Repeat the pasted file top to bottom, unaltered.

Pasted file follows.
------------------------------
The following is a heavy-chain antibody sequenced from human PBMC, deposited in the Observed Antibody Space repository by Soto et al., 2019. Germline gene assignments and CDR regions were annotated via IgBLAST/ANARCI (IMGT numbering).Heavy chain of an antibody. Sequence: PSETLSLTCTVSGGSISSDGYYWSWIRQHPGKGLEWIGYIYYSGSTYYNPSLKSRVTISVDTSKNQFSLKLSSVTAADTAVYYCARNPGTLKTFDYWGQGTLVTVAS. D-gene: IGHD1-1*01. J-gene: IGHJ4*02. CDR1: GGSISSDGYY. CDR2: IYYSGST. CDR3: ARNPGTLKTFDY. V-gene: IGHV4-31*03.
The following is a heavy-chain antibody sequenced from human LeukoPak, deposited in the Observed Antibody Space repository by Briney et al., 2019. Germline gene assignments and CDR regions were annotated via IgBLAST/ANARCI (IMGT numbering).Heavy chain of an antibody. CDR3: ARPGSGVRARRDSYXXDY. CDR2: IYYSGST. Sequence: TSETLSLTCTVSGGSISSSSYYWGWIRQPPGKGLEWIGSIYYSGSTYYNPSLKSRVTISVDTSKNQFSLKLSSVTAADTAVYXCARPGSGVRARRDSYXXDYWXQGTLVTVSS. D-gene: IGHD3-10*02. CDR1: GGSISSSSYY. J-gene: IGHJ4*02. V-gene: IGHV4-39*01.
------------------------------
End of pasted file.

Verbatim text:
The following is a heavy-chain antibody sequenced from human PBMC, deposited in the Observed Antibody Space repository by Soto et al., 2019. Germline gene assignments and CDR regions were annotated via IgBLAST/ANARCI (IMGT numbering).Heavy chain of an antibody. Sequence: PSETLSLTCTVSGGSISSDGYYWSWIRQHPGKGLEWIGYIYYSGSTYYNPSLKSRVTISVDTSKNQFSLKLSSVTAADTAVYYCARNPGTLKTFDYWGQGTLVTVAS. D-gene: IGHD1-1*01. J-gene: IGHJ4*02. CDR1: GGSISSDGYY. CDR2: IYYSGST. CDR3: ARNPGTLKTFDY. V-gene: IGHV4-31*03.
The following is a heavy-chain antibody sequenced from human LeukoPak, deposited in the Observed Antibody Space repository by Briney et al., 2019. Germline gene assignments and CDR regions were annotated via IgBLAST/ANARCI (IMGT numbering).Heavy chain of an antibody. CDR3: ARPGSGVRARRDSYXXDY. CDR2: IYYSGST. Sequence: TSETLSLTCTVSGGSISSSSYYWGWIRQPPGKGLEWIGSIYYSGSTYYNPSLKSRVTISVDTSKNQFSLKLSSVTAADTAVYXCARPGSGVRARRDSYXXDYWXQGTLVTVSS. D-gene: IGHD3-10*02. CDR1: GGSISSSSYY. J-gene: IGHJ4*02. V-gene: IGHV4-39*01.